|There is more to operating a hydraulic machine than pushing and pulling levers -
What operator's don't know about hydraulics could kill them!
by Rory S. McLaren
|A tow-truck driver, seeing hydraulic oil dripping on the floor beneath his truck, climbed aboard to search for the leak. He focused his search directly above the area where the oil was dripping to the floor.
Initially, he thought that he would be able to find the leak without starting the vehicle's engine and running the hydraulic pump. However, there was no visible sign of a leak while the engine was shut off so he decided to start the engine.
With the engine running the oil leak was still undetectable, so he asked a colleague to activate the directional control valve and "dead-head" the cylinder. The term "dead-head" means that the directional control valve is held in the activated position while a cylinder rod is stopped at the end of its stroke. Since the rod is unable to move, the pump flow is forced to discharge across the pressure relief valve which maintains full system pressure in the circuit.
The high-pressure caused the oil leak to re-appear. The driver focused his search for the leak in the area directly above the growing puddle of oil on the floor. In the vicinity of the leak there were numerous hoses bundled on top of one another. Since the leak was not visibly detectable he decided to carefully separate the hoses in an effort to expose the leak. He progressed slowly from one hose to another.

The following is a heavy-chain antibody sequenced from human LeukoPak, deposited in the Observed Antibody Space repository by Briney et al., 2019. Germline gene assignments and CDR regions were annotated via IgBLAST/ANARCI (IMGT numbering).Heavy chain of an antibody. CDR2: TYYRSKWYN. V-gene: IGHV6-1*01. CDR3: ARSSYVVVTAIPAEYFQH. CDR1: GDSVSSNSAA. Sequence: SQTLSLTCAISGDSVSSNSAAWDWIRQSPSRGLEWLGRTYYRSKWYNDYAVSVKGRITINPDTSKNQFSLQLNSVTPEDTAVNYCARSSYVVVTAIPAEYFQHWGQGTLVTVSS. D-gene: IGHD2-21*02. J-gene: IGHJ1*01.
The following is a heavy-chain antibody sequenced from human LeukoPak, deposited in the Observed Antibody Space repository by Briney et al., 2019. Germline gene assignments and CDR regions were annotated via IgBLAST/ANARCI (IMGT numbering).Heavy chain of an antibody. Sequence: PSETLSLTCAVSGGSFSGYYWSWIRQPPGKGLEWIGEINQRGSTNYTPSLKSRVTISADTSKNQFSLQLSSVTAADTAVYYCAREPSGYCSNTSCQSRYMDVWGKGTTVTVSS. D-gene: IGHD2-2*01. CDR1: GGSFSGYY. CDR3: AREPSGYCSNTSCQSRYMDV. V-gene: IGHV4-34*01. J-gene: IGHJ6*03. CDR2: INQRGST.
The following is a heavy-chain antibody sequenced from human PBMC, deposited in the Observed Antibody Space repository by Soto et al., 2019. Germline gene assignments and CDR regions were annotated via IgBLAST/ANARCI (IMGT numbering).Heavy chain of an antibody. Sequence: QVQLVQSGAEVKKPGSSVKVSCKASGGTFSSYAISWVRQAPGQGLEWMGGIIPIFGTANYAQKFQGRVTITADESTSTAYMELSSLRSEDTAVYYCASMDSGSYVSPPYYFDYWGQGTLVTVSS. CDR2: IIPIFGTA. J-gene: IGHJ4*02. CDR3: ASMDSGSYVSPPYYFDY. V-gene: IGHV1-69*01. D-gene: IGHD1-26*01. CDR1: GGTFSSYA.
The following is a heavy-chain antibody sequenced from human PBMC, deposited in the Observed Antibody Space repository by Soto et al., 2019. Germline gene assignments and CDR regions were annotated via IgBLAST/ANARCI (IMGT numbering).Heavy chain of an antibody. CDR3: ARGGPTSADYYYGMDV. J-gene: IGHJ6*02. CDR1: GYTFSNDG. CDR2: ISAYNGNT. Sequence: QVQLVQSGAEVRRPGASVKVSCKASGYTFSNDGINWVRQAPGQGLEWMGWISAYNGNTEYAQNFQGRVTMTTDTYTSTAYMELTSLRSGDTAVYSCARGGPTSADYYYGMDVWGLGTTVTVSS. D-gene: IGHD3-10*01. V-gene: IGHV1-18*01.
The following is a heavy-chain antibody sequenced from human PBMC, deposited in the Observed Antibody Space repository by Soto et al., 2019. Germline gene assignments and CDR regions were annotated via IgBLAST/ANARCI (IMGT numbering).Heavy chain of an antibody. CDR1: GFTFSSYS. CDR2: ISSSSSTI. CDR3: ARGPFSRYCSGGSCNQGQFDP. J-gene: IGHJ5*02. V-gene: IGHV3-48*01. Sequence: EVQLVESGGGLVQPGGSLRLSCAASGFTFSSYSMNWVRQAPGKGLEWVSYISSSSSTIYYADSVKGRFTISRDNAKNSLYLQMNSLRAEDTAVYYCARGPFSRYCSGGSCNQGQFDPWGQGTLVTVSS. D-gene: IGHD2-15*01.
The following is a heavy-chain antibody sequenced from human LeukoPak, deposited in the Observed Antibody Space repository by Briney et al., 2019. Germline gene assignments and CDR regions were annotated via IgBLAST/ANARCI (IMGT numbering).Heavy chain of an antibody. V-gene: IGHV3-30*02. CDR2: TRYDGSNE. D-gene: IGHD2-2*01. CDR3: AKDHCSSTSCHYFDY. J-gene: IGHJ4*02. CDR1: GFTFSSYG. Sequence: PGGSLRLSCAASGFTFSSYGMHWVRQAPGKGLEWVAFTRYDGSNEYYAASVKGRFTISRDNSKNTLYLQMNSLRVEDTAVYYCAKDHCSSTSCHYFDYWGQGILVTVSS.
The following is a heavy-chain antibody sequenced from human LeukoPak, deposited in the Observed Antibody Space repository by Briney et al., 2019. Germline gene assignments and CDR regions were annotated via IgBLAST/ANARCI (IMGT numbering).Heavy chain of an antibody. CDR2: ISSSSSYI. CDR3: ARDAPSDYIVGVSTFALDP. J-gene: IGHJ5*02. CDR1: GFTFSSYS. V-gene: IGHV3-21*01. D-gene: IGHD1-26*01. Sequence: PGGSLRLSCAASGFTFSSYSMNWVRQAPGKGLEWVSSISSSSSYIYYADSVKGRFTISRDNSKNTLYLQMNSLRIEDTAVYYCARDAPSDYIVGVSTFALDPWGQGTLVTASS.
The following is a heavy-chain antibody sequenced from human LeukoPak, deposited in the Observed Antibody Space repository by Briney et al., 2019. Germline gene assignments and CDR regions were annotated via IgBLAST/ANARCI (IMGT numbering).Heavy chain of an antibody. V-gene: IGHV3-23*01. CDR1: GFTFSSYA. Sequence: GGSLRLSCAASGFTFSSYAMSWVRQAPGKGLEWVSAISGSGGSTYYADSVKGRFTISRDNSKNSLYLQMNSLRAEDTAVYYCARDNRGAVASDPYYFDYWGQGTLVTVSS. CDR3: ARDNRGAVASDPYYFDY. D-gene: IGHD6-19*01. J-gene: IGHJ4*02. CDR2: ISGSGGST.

While separating one of the hoses he experienced a sharp, burning sensation in his right hand, and instantly released the hose. His initial impression was that hot oil had pentrated his leather gloves. However, upon removing the glove, he found a "pinhole" size wound which was located on the palm of the hand between the two middle fingers. There was also a small protrusion in his glove.
However, the wound did not appear to be serious so he continued with the task of replacing the defective hose.